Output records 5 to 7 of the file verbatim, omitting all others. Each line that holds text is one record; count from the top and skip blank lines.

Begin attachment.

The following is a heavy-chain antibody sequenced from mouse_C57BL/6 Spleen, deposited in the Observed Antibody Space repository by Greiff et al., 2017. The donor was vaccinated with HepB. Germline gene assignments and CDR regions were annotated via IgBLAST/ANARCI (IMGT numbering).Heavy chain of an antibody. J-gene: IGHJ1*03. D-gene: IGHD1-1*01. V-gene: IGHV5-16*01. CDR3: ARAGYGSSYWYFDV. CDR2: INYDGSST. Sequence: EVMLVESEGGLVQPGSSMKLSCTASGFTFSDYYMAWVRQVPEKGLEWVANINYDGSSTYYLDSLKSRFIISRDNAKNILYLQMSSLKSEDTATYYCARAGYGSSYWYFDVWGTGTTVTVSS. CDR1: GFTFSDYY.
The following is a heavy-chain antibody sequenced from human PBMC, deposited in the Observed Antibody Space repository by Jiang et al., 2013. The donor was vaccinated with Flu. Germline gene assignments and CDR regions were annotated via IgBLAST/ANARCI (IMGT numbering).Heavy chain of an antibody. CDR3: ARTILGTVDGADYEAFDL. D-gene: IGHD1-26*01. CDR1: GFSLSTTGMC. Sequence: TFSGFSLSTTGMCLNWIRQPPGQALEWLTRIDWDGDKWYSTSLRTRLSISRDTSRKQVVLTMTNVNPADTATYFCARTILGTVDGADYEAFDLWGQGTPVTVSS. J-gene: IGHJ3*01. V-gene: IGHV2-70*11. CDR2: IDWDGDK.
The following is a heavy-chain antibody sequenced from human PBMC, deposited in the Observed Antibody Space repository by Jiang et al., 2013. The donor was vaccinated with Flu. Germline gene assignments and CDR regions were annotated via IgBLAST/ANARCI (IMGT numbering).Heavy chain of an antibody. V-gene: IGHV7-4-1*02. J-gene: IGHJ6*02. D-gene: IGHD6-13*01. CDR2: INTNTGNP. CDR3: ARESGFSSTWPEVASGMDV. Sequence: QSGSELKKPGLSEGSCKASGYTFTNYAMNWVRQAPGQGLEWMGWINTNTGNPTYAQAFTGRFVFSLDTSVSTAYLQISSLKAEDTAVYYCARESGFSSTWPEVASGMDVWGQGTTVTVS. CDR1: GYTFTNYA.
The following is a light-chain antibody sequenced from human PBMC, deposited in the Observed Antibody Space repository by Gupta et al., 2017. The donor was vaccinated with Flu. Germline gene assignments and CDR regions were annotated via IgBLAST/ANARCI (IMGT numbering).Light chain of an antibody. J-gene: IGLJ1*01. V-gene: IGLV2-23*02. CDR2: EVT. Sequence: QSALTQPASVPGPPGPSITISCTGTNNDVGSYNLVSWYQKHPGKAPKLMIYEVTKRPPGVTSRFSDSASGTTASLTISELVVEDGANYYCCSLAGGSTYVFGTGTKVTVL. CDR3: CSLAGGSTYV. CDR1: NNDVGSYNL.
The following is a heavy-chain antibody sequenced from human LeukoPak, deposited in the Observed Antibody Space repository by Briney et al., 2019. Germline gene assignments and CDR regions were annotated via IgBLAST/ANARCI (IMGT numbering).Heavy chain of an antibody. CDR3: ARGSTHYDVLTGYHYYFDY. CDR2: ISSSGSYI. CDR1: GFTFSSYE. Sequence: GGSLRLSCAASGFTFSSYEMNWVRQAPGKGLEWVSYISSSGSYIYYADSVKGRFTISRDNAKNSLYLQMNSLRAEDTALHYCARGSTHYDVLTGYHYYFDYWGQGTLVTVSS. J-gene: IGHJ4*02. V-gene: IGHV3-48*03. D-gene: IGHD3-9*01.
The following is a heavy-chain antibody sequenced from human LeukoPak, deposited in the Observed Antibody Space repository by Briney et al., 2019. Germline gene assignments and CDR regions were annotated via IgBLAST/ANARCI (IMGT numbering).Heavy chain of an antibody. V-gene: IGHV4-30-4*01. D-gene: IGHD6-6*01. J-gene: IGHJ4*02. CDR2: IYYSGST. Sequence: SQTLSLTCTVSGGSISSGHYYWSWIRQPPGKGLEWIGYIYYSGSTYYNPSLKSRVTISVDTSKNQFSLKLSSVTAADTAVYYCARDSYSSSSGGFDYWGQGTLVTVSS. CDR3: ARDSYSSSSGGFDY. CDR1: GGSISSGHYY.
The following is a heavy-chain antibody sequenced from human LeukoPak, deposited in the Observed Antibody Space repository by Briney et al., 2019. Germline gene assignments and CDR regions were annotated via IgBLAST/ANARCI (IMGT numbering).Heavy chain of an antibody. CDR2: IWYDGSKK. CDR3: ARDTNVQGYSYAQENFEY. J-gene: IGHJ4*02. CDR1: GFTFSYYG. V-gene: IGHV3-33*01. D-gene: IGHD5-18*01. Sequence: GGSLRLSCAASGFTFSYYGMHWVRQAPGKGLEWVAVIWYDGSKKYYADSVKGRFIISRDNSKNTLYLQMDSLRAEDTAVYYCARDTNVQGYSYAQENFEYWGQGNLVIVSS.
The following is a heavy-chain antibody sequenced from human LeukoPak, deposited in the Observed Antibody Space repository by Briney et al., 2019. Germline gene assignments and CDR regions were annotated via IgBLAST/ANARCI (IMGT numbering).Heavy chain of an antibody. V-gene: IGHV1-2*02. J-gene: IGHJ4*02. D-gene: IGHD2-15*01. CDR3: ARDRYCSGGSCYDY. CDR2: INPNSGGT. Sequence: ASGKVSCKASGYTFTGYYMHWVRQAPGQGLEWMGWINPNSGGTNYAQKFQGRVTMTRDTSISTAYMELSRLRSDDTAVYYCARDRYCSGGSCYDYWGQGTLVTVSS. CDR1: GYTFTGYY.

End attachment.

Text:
The following is a heavy-chain antibody sequenced from human LeukoPak, deposited in the Observed Antibody Space repository by Briney et al., 2019. Germline gene assignments and CDR regions were annotated via IgBLAST/ANARCI (IMGT numbering).Heavy chain of an antibody. CDR3: ARGSTHYDVLTGYHYYFDY. CDR2: ISSSGSYI. CDR1: GFTFSSYE. Sequence: GGSLRLSCAASGFTFSSYEMNWVRQAPGKGLEWVSYISSSGSYIYYADSVKGRFTISRDNAKNSLYLQMNSLRAEDTALHYCARGSTHYDVLTGYHYYFDYWGQGTLVTVSS. J-gene: IGHJ4*02. V-gene: IGHV3-48*03. D-gene: IGHD3-9*01.
The following is a heavy-chain antibody sequenced from human LeukoPak, deposited in the Observed Antibody Space repository by Briney et al., 2019. Germline gene assignments and CDR regions were annotated via IgBLAST/ANARCI (IMGT numbering).Heavy chain of an antibody. V-gene: IGHV4-30-4*01. D-gene: IGHD6-6*01. J-gene: IGHJ4*02. CDR2: IYYSGST. Sequence: SQTLSLTCTVSGGSISSGHYYWSWIRQPPGKGLEWIGYIYYSGSTYYNPSLKSRVTISVDTSKNQFSLKLSSVTAADTAVYYCARDSYSSSSGGFDYWGQGTLVTVSS. CDR3: ARDSYSSSSGGFDY. CDR1: GGSISSGHYY.
The following is a heavy-chain antibody sequenced from human LeukoPak, deposited in the Observed Antibody Space repository by Briney et al., 2019. Germline gene assignments and CDR regions were annotated via IgBLAST/ANARCI (IMGT numbering).Heavy chain of an antibody. CDR2: IWYDGSKK. CDR3: ARDTNVQGYSYAQENFEY. J-gene: IGHJ4*02. CDR1: GFTFSYYG. V-gene: IGHV3-33*01. D-gene: IGHD5-18*01. Sequence: GGSLRLSCAASGFTFSYYGMHWVRQAPGKGLEWVAVIWYDGSKKYYADSVKGRFIISRDNSKNTLYLQMDSLRAEDTAVYYCARDTNVQGYSYAQENFEYWGQGNLVIVSS.